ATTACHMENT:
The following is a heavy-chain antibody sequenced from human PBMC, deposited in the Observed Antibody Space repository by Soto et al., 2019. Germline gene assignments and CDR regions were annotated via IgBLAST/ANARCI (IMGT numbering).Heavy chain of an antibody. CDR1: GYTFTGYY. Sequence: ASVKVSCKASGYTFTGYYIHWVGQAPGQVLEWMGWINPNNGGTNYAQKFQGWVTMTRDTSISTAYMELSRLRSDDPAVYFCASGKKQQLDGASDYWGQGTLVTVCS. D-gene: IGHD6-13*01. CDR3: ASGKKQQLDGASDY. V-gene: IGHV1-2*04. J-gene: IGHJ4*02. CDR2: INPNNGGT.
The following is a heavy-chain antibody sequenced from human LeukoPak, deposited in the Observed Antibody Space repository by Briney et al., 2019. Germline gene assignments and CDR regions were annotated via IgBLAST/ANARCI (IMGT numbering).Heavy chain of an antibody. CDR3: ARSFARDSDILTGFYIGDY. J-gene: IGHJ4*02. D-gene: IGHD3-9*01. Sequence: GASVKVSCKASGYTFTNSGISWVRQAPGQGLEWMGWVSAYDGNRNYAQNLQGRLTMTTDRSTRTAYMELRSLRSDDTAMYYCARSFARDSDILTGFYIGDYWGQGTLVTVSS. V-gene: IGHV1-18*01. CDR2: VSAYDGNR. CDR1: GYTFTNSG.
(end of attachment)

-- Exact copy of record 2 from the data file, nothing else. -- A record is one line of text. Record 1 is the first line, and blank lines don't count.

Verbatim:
The following is a heavy-chain antibody sequenced from human LeukoPak, deposited in the Observed Antibody Space repository by Briney et al., 2019. Germline gene assignments and CDR regions were annotated via IgBLAST/ANARCI (IMGT numbering).Heavy chain of an antibody. CDR3: ARSFARDSDILTGFYIGDY. J-gene: IGHJ4*02. D-gene: IGHD3-9*01. Sequence: GASVKVSCKASGYTFTNSGISWVRQAPGQGLEWMGWVSAYDGNRNYAQNLQGRLTMTTDRSTRTAYMELRSLRSDDTAMYYCARSFARDSDILTGFYIGDYWGQGTLVTVSS. V-gene: IGHV1-18*01. CDR2: VSAYDGNR. CDR1: GYTFTNSG.